Repeater 101

What is a Repeater?

Ham radio operators routinely use repeaters. A repeater is simply another radio system located as high as possible, like atop a tall building or a radio tower. The height is a real advantage for extending the reach of radio signals. The repeater's job is to listen for a radio signal on one frequency (the input frequency), then repeat that signal out an a different frequency, the output frequency. Radio Amateurs can communicate up to 80km away using only a 5-watt hand held radio! Without the use of a repeater, that same hand held radio might only travel a few kilometers directly, radio-to-radio.

Can any Ham use a Repeater?

Yes. Repeaters are available for use by all licensed hams. Most repeaters are provided and maintained by local Amateur Radio clubs. Supporting your local ham club goes a long way to ensuring repeaters continue to be enjoyed the Amateur Radio community. Some repeaters require you to configure special tones (Continuous Tone-Coded Squelch System or CTCSS) in order for the repeater to accept your transmission. Our Moose Jaw Repeater, VE5CI, does not require the use of CTCSS tones.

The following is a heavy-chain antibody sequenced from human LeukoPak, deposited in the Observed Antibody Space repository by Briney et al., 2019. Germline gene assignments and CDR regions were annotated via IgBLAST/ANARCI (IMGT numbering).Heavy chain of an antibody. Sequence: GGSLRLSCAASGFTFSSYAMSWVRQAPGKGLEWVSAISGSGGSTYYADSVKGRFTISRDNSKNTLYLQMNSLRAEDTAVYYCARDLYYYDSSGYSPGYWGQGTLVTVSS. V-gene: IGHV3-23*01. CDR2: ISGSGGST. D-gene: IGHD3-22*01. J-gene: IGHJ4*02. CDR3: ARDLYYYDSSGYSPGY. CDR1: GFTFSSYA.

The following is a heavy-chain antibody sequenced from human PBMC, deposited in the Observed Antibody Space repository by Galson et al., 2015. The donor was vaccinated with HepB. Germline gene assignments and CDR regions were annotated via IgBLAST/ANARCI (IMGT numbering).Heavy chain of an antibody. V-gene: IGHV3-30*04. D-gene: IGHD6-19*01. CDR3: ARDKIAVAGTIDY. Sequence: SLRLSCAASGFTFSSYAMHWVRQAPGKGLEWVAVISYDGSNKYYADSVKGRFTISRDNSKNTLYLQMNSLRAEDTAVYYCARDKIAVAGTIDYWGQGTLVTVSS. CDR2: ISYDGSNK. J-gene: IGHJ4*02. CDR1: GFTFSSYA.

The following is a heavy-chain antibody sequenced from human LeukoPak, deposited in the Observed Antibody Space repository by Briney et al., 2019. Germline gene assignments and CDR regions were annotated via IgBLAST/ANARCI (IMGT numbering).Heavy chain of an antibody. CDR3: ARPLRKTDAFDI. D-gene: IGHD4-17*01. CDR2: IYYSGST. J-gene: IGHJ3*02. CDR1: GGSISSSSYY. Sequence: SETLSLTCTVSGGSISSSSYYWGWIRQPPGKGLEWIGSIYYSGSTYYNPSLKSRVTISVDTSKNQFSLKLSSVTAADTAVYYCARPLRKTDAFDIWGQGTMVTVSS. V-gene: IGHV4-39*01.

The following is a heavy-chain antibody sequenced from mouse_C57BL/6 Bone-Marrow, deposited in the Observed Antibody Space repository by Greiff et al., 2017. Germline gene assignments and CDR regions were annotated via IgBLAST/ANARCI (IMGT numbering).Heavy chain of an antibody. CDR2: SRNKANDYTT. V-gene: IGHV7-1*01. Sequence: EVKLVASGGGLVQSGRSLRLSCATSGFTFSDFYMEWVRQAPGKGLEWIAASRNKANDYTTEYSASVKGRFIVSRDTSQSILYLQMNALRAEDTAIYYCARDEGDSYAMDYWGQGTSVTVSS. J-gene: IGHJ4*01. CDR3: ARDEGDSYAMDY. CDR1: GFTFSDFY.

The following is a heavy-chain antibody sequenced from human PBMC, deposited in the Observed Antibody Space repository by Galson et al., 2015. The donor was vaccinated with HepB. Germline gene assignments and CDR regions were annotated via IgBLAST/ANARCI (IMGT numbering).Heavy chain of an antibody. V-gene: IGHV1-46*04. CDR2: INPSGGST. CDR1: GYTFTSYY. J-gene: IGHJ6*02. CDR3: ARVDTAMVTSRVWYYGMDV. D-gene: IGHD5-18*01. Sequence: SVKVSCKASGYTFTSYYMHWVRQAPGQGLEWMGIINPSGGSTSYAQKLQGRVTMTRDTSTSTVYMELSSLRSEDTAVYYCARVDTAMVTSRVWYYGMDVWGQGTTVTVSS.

Your First Repeater Contact

Best practice with a repeater is to:

  1. Listen for 15 seconds to make sure nobody else is actively using it and
  2. Give your callsign and declare that you are listening. For example "VE5ABC monitoring" or "VE5ABC listening, is anyone around?" This is likely to get another ham to respond if they are monitoring the repeater traffic.
Introduce yourself and let them know you're a new ham or visiting in the area. You'll likely receive warm welcome!

Are Repeaters Busy?

It depends. They can be busy with lots of people at certain times and they can also be empty. It is common to host "nets" on the repeater. These are check-ins by members of the ham radio community. At these times they will be busy with traffic.